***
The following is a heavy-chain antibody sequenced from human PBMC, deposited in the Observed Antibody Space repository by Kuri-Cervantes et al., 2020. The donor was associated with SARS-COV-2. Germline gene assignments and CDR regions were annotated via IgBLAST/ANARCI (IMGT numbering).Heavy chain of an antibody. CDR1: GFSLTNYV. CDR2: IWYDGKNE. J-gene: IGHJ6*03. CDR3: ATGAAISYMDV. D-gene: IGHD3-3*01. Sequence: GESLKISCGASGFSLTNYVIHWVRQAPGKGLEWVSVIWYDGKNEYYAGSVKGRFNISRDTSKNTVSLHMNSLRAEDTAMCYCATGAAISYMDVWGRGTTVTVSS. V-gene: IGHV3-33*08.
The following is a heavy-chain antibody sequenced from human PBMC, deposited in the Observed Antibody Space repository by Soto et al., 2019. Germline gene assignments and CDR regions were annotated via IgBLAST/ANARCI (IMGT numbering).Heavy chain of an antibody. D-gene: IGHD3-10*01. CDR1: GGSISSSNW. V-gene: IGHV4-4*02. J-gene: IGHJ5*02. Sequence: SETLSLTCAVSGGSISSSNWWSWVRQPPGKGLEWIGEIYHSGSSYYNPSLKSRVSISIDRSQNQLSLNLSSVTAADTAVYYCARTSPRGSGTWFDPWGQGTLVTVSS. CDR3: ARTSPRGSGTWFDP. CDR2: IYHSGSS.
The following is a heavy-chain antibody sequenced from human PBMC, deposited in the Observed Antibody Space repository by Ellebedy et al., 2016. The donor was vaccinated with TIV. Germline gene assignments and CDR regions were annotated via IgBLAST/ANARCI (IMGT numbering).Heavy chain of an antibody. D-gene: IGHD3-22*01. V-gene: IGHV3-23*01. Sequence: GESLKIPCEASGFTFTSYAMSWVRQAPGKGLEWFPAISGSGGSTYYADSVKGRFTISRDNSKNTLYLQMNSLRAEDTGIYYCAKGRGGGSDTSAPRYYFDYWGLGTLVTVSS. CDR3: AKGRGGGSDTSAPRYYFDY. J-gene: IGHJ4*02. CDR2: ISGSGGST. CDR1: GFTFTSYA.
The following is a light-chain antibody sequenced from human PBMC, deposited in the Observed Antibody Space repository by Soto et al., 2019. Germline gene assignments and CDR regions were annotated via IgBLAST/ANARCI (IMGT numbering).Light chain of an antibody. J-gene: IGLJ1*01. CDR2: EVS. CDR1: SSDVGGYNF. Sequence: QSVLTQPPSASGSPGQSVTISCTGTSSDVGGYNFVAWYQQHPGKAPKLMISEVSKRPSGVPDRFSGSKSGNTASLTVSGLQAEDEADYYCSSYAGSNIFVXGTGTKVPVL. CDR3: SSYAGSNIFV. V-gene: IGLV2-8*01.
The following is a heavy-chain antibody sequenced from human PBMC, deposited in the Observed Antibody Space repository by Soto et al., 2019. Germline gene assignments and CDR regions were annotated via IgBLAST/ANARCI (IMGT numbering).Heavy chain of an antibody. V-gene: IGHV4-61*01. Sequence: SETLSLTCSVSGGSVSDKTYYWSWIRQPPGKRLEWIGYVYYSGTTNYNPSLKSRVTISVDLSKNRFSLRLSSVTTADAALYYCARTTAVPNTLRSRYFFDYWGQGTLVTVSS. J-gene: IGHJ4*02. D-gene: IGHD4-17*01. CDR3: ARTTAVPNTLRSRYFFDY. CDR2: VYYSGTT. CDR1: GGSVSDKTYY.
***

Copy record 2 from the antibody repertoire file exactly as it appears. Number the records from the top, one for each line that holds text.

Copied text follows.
The following is a heavy-chain antibody sequenced from human PBMC, deposited in the Observed Antibody Space repository by Soto et al., 2019. Germline gene assignments and CDR regions were annotated via IgBLAST/ANARCI (IMGT numbering).Heavy chain of an antibody. D-gene: IGHD3-10*01. CDR1: GGSISSSNW. V-gene: IGHV4-4*02. J-gene: IGHJ5*02. Sequence: SETLSLTCAVSGGSISSSNWWSWVRQPPGKGLEWIGEIYHSGSSYYNPSLKSRVSISIDRSQNQLSLNLSSVTAADTAVYYCARTSPRGSGTWFDPWGQGTLVTVSS. CDR3: ARTSPRGSGTWFDP. CDR2: IYHSGSS.